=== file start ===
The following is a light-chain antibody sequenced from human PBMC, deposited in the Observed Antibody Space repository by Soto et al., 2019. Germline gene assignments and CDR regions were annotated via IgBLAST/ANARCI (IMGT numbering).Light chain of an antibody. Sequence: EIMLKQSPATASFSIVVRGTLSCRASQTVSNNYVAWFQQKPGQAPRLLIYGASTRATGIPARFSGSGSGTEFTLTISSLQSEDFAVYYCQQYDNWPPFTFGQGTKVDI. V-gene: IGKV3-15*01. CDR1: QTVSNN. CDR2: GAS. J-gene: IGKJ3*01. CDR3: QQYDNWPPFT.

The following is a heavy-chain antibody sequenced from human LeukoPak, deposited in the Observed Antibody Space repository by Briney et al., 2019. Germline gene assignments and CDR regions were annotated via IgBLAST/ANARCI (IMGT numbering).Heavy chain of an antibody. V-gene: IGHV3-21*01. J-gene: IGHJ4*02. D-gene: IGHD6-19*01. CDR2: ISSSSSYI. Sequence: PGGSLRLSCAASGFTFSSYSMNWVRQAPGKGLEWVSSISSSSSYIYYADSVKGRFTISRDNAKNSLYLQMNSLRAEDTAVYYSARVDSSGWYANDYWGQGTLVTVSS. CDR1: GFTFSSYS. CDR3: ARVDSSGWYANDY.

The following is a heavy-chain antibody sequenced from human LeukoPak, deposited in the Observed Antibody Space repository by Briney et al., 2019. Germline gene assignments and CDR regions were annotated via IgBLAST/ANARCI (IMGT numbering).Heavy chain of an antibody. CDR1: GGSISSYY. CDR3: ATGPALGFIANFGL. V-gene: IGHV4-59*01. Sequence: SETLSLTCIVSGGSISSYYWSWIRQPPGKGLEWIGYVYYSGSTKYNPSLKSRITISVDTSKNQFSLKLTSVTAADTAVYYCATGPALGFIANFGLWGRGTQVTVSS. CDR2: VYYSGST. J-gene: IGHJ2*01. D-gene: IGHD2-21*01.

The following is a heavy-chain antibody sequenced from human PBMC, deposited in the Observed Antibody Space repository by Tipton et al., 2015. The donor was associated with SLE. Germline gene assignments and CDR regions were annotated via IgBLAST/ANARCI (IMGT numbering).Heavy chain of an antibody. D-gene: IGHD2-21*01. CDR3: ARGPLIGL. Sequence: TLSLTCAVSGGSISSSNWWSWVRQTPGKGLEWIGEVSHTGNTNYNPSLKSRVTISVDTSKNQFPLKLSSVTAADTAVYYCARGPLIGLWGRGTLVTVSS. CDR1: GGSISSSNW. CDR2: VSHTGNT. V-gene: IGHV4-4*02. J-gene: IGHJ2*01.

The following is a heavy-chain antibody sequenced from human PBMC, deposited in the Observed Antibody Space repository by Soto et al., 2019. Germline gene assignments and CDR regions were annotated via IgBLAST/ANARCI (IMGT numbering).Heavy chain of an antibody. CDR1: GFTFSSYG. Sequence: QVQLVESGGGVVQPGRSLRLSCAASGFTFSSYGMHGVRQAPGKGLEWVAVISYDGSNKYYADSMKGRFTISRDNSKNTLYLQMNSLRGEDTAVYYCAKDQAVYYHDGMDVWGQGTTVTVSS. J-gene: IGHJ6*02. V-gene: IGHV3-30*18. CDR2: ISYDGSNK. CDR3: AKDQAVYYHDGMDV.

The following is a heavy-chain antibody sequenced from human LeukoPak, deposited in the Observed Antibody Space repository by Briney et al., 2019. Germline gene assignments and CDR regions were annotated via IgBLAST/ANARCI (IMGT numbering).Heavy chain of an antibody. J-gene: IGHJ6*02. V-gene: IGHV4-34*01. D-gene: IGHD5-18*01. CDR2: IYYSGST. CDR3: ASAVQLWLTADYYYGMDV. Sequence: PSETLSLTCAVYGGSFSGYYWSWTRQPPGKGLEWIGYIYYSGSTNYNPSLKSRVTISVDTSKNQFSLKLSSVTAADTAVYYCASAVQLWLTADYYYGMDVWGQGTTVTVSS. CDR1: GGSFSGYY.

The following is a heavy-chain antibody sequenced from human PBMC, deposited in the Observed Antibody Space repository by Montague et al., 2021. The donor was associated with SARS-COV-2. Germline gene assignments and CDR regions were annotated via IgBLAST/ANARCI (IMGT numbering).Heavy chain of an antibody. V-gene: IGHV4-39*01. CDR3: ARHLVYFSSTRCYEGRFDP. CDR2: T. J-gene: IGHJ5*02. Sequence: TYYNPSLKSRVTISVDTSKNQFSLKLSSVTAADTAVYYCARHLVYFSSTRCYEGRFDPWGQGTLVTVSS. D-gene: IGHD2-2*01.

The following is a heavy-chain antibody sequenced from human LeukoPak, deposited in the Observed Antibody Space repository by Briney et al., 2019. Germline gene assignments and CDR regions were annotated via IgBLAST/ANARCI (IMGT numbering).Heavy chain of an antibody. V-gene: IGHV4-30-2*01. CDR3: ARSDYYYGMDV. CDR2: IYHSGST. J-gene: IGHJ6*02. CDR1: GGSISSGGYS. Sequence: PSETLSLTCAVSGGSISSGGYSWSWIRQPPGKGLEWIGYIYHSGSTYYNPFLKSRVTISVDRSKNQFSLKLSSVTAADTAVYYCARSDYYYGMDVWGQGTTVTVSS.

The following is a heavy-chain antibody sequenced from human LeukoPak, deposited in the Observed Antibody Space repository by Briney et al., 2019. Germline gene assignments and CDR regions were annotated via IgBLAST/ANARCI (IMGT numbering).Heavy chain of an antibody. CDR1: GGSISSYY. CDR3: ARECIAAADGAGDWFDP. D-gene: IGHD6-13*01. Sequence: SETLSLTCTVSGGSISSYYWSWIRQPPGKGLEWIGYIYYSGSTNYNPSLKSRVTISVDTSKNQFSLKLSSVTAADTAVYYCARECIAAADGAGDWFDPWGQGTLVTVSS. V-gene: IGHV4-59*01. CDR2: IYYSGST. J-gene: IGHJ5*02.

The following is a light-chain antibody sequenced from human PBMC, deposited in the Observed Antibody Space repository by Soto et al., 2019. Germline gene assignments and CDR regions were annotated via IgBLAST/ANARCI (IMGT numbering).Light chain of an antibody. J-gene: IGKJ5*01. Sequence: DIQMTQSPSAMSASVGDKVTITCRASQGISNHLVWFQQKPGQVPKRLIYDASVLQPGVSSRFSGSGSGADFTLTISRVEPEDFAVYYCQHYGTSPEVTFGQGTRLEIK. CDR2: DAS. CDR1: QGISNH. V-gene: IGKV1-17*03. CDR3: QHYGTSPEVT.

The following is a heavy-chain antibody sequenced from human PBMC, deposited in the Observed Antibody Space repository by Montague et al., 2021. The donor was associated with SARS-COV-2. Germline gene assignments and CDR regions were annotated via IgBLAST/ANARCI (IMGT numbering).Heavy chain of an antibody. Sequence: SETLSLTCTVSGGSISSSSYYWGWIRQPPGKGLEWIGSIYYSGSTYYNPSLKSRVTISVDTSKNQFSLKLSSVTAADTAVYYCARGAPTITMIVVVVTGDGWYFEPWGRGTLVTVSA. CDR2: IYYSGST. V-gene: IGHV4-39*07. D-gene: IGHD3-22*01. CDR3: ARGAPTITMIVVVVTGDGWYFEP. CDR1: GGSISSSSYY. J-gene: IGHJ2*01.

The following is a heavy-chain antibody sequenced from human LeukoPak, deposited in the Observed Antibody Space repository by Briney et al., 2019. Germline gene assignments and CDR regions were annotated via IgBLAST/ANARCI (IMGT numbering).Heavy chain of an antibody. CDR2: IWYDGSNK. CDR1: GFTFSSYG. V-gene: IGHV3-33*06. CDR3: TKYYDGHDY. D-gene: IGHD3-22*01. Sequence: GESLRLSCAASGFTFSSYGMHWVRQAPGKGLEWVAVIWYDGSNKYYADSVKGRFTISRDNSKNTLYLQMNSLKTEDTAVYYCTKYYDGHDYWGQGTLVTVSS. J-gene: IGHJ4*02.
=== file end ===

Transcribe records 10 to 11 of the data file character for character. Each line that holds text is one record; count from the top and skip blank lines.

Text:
The following is a light-chain antibody sequenced from human PBMC, deposited in the Observed Antibody Space repository by Soto et al., 2019. Germline gene assignments and CDR regions were annotated via IgBLAST/ANARCI (IMGT numbering).Light chain of an antibody. J-gene: IGKJ5*01. Sequence: DIQMTQSPSAMSASVGDKVTITCRASQGISNHLVWFQQKPGQVPKRLIYDASVLQPGVSSRFSGSGSGADFTLTISRVEPEDFAVYYCQHYGTSPEVTFGQGTRLEIK. CDR2: DAS. CDR1: QGISNH. V-gene: IGKV1-17*03. CDR3: QHYGTSPEVT.

The following is a heavy-chain antibody sequenced from human PBMC, deposited in the Observed Antibody Space repository by Montague et al., 2021. The donor was associated with SARS-COV-2. Germline gene assignments and CDR regions were annotated via IgBLAST/ANARCI (IMGT numbering).Heavy chain of an antibody. Sequence: SETLSLTCTVSGGSISSSSYYWGWIRQPPGKGLEWIGSIYYSGSTYYNPSLKSRVTISVDTSKNQFSLKLSSVTAADTAVYYCARGAPTITMIVVVVTGDGWYFEPWGRGTLVTVSA. CDR2: IYYSGST. V-gene: IGHV4-39*07. D-gene: IGHD3-22*01. CDR3: ARGAPTITMIVVVVTGDGWYFEP. CDR1: GGSISSSSYY. J-gene: IGHJ2*01.